1. Also, I’m kind of fascinated by the idea of Ricochet Rita as Anne Nocenti. I don’t know if she wrote herself into the series intentionally or if Art Adams just drew the character to resemble her, but if it’s the former, it seems like a pretty crazy look at her being thrust into the world of Marvel Comics (sort of against her will) and being transformed from a fearless iconoclast into either a mindless zombie (caused by being forced to confront the totality of Marvel continuity) or a perpetuator of the nastiness that plagues comics culture (as a Marvel editor, she could fit in as an assistant to the despotic Jim Shooter, who was ruling the company with an iron fist at the time, yet also seemed prone to capriciousness and mean-spirited treatment of those under him). I doubt any of this was intentional, but it’s interesting to think about.

  6. Great episode guys. My first time through Uncanny I remember being rather miffed at Longshot – he just showed up out of nowhere and nobody ever seemed to explain why he was there/who he was. Mostly I was cross because Kitty and Kurt were gone. And then in X-Factor (the second most recent one) he didn’t really stand out because Shatterstar was busy stealing the new-to-this-planet show. I did read the Hastings mini and that was super cool – so I’ll have to add this to the to-read pile, because I would really like to like Longshot.

    Listening to this, you mentioned Nocenti writing a gang of kids. And I thought, that’s weird, she wrote a gang of kids as the part of the supporting cast for Daredevil. And, whaddaya know, according to Dr. Internet the Starslammers and the Fatboys are the same kids, just a little older after they become obsessed with skateboarding. I assume one of them is a mutant with the power to befriend superheroes.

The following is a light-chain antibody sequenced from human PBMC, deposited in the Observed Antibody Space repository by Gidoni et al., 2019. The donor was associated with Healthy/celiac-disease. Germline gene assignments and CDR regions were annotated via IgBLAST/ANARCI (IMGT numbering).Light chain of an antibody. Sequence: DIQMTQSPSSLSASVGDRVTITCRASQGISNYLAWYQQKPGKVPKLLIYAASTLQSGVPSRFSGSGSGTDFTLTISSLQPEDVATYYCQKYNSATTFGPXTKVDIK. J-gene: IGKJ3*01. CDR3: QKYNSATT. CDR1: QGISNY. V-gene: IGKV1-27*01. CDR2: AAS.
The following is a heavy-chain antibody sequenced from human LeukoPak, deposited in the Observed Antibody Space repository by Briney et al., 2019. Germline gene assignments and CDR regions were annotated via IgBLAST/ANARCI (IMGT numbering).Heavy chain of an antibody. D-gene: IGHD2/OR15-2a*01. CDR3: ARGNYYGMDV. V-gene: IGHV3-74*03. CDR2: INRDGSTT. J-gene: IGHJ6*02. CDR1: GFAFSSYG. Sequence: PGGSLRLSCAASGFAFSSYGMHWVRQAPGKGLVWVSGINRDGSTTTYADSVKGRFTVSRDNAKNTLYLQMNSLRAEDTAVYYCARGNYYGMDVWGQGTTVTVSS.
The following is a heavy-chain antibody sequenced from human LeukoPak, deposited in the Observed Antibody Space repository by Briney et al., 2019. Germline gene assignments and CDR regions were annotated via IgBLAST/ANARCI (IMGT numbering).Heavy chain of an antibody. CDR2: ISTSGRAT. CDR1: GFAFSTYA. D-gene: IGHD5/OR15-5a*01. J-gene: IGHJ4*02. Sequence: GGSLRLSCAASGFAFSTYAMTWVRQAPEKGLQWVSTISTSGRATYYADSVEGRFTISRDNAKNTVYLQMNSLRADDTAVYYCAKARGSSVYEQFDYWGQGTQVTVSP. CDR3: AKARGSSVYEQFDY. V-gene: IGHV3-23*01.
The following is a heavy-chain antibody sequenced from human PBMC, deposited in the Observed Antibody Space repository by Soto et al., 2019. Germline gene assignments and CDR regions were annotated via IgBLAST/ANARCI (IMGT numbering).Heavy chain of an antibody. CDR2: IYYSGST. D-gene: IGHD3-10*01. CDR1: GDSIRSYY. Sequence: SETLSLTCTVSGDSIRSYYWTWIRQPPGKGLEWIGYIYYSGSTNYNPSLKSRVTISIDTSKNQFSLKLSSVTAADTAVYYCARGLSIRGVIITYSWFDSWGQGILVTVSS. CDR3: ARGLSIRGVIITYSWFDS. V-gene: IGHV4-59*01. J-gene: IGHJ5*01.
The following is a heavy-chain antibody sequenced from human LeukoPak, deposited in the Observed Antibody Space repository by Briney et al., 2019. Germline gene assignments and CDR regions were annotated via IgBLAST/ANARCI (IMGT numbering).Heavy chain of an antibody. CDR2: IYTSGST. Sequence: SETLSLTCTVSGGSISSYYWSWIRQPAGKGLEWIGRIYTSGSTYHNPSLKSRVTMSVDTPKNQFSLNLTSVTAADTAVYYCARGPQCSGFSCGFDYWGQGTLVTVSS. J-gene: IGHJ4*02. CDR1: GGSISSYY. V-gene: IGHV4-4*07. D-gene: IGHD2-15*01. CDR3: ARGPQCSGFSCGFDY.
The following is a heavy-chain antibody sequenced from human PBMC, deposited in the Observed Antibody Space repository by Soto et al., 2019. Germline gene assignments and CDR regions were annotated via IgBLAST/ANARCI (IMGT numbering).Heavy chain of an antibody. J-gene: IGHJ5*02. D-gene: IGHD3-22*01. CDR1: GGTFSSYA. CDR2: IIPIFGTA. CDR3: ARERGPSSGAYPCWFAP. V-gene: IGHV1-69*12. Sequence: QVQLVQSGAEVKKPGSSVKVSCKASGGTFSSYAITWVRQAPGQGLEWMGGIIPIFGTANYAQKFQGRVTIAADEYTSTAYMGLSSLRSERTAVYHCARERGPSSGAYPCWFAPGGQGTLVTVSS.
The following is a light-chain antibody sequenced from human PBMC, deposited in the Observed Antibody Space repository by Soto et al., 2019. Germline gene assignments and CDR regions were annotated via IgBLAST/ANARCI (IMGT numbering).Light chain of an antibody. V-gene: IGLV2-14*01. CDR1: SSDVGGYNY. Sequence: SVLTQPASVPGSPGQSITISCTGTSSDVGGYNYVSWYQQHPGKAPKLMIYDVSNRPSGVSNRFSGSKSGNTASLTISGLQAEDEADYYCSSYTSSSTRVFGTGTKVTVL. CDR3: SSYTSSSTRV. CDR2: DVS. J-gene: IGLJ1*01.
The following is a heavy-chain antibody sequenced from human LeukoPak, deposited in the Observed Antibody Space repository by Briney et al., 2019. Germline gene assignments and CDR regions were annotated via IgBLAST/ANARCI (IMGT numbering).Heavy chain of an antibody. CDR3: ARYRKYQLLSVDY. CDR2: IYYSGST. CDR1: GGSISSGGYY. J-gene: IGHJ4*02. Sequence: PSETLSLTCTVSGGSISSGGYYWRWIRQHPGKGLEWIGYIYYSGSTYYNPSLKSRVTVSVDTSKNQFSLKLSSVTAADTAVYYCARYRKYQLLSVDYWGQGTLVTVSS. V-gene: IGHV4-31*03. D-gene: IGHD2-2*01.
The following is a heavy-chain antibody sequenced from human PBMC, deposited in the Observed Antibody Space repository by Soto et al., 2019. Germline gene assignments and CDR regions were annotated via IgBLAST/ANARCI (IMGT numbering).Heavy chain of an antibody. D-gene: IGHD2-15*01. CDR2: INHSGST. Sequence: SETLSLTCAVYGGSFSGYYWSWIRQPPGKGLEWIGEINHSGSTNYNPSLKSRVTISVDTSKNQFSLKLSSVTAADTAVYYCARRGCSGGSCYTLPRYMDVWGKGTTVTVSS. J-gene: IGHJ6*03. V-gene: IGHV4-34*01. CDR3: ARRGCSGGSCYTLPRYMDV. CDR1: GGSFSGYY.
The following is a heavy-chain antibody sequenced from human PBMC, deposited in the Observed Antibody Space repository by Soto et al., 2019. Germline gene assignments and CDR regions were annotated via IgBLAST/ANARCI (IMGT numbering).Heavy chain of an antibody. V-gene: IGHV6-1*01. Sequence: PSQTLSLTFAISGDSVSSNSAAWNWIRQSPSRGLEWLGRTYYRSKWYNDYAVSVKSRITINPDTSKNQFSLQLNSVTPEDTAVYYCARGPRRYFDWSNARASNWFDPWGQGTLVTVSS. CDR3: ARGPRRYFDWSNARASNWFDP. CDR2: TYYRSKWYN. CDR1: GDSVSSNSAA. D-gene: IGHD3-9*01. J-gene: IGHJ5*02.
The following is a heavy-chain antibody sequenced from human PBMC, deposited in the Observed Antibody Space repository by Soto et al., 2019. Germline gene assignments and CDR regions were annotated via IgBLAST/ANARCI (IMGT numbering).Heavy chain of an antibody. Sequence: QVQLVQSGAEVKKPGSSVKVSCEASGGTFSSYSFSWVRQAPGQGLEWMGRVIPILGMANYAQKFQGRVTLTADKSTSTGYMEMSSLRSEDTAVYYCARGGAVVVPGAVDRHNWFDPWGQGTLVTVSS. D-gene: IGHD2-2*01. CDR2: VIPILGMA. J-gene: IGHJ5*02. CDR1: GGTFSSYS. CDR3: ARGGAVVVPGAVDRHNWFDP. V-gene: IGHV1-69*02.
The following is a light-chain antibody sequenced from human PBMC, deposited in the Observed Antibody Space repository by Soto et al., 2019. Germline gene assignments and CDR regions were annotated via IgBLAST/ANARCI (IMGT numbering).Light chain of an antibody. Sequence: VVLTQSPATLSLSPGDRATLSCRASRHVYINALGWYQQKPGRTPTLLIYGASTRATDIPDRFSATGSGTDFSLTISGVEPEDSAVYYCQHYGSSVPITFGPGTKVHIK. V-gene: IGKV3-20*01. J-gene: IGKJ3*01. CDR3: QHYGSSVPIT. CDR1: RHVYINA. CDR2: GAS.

7. Miles, it was really great to hear about your favorite X-Man. Also, after this episode I feel like reading Ann Nocenti’s writing.

  8. Thank you so much for covering this. I absolutely looooved Longshot when it came out. The leather, the hair, the eye-star, the throwing knives, Arize, Mojo, Rita, Quark, the three fingers, two hearts and general weirdness of the entire enterprise made it feel like something that didn’t quite belong in the Marvel Universe. That always appealed to me. He was an ill fit in X-Men, too, in the most delightful of ways. And under-utilised, for the most part. But not being a featured character just made me love him more. The second- and third-stringers are always more interesting than the headliners.

    It was the first trade I ever owned (in an age when trades were a rarity, it’s amazing this got collected), and #1 holds my personal record for the most I’ve ever spent on a single issue (£6, which doesn’t seem like much, but for a kid with a paper round in the late 80s, that was a fortune). I haven’t read it in many, many years though. My fear was that it hadn’t aged at all well, but your analysis has more than piqued my interest – I think I’ll have to revisit. Thanks!

  9. Hi I just want to say thank you for your blog, my mother recently passed and listening to your pod cast has helped me take my mind off of things. I especially loved the part about Psylocke at the beginning of this one.

    1. You’re so, so welcome, Shawn. Sincere condolences for your loss – I’m really glad our silly X-Men show has helped make things a little lighter.

  10. Let’s not forget, also, that the body of Kwannon/Psylocke (the Asian one, not the British one) was killed or nearly killed (at least) twice – once in the Crimson Dawn story and then early in the X-Treme X-Men series.